Being brutally honest about books

Showing posts with label review. Show all posts
Showing posts with label review. Show all posts

Thursday, 27 July 2017

Micro Reviews: July

In which I review the books I've finished reading this month in one sentence.
Covers link to Goodreads.

 

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Daughters of Time edited by
A short but shallow anthology about cool historical British women. 

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Last of the Amazons by


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The Tiger Queens: The Women of Genghis Khan by



The Scarlet Pimpernel (The Scarlet Pimpernel #1) by


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Meditations by
I read this because it's referenced in Black Sails (no regrets! I feel wiser now) and I liked some of the messages but I struggled with the extremely old-fashioned language (thou hath doth, etc).

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Nights of Silk and Sapphire by

Saturday, 8 July 2017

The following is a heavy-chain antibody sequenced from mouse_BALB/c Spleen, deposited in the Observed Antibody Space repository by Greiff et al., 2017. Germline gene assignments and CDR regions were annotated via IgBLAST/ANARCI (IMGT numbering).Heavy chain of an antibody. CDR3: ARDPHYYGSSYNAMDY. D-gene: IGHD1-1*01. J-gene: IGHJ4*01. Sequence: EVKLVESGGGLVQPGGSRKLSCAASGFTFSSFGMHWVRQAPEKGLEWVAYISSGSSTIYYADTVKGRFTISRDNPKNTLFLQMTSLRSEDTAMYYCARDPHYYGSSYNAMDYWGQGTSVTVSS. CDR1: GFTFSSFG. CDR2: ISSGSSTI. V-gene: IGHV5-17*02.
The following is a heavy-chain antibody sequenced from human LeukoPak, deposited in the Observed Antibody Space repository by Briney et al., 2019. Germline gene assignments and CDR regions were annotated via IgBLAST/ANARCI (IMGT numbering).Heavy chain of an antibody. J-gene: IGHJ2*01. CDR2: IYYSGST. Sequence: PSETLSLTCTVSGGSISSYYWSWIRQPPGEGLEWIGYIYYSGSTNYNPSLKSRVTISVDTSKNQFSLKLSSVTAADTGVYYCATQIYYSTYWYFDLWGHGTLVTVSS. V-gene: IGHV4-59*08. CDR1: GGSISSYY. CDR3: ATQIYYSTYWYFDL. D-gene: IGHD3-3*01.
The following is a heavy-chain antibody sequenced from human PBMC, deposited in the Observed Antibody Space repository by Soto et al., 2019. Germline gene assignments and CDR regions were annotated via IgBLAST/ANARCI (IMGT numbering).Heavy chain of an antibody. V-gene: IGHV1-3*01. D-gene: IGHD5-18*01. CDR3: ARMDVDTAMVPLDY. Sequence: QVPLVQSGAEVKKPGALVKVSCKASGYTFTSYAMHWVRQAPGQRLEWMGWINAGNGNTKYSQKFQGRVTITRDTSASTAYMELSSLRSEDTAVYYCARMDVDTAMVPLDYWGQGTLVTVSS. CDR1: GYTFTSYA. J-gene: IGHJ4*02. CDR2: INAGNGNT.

The good, the bad, and the ugly: Last of the Amazons by Steven Pressfield

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Homer's style has gone out of fashion.

The good

  • The title - who wouldn't want to read Last of the Amazons?
  • It's about the Attic War, a lesser known Greek myth that's very similar to the Trojan War.
  • We know that the Amazons can't win against the Athenians, but it's still exciting and you want them to win.
  • The world building is pretty neat and I could picture the physical and cultural settings.
  • The Amazons seem to be polyamorous bisexual women who all live in triads, a cool and interesting concept, and mate with men once a year. I'm not marking this as LGBTQ characters though, because it's a very minor and brushed over part of the book.*

The bad

  • The characters should and do seem to believe in gods, plural, but but often speak about God, singular, which is confusing because are they pantheists or monotheists? Pantheists who focus on one god (Zeus?)? I'm still confused about this.
  • The songs and chants are kinda cool but definitely unnecessary.
  • Excessive repetition, especially of tribe names and character epithets and name meanings.
  • "Warrioresses". It sounds clumsy. What's wrong with calling them by their name: Amazons?

The ugly

  • The writing style mimics ancient epics, so it's very formal and old-fashioned and awkward all round. The sentence structure and word choice is strange and very difficult to understand. The endless (and pointless!) lists are very Homeric but very exhausting to read.